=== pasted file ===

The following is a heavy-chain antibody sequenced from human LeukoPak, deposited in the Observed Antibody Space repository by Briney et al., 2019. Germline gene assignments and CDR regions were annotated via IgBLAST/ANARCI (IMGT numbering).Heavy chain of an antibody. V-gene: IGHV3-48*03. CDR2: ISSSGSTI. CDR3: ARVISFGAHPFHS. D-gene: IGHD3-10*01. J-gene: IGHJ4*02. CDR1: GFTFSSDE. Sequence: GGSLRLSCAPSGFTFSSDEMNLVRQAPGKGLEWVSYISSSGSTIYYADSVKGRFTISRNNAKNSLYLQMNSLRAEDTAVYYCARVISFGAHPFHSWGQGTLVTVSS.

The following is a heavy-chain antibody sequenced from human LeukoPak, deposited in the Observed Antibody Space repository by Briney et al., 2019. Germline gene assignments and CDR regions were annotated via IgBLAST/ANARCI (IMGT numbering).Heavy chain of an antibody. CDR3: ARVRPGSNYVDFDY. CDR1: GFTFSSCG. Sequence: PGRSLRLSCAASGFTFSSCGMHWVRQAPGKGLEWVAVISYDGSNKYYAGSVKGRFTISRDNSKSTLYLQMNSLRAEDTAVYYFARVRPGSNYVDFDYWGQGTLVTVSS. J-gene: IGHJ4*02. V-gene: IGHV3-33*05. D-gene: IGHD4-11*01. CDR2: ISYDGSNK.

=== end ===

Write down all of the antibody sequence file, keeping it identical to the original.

The following is a heavy-chain antibody sequenced from human LeukoPak, deposited in the Observed Antibody Space repository by Briney et al., 2019. Germline gene assignments and CDR regions were annotated via IgBLAST/ANARCI (IMGT numbering).Heavy chain of an antibody. V-gene: IGHV3-48*03. CDR2: ISSSGSTI. CDR3: ARVISFGAHPFHS. D-gene: IGHD3-10*01. J-gene: IGHJ4*02. CDR1: GFTFSSDE. Sequence: GGSLRLSCAPSGFTFSSDEMNLVRQAPGKGLEWVSYISSSGSTIYYADSVKGRFTISRNNAKNSLYLQMNSLRAEDTAVYYCARVISFGAHPFHSWGQGTLVTVSS.

The following is a heavy-chain antibody sequenced from human LeukoPak, deposited in the Observed Antibody Space repository by Briney et al., 2019. Germline gene assignments and CDR regions were annotated via IgBLAST/ANARCI (IMGT numbering).Heavy chain of an antibody. CDR3: ARVRPGSNYVDFDY. CDR1: GFTFSSCG. Sequence: PGRSLRLSCAASGFTFSSCGMHWVRQAPGKGLEWVAVISYDGSNKYYAGSVKGRFTISRDNSKSTLYLQMNSLRAEDTAVYYFARVRPGSNYVDFDYWGQGTLVTVSS. J-gene: IGHJ4*02. V-gene: IGHV3-33*05. D-gene: IGHD4-11*01. CDR2: ISYDGSNK.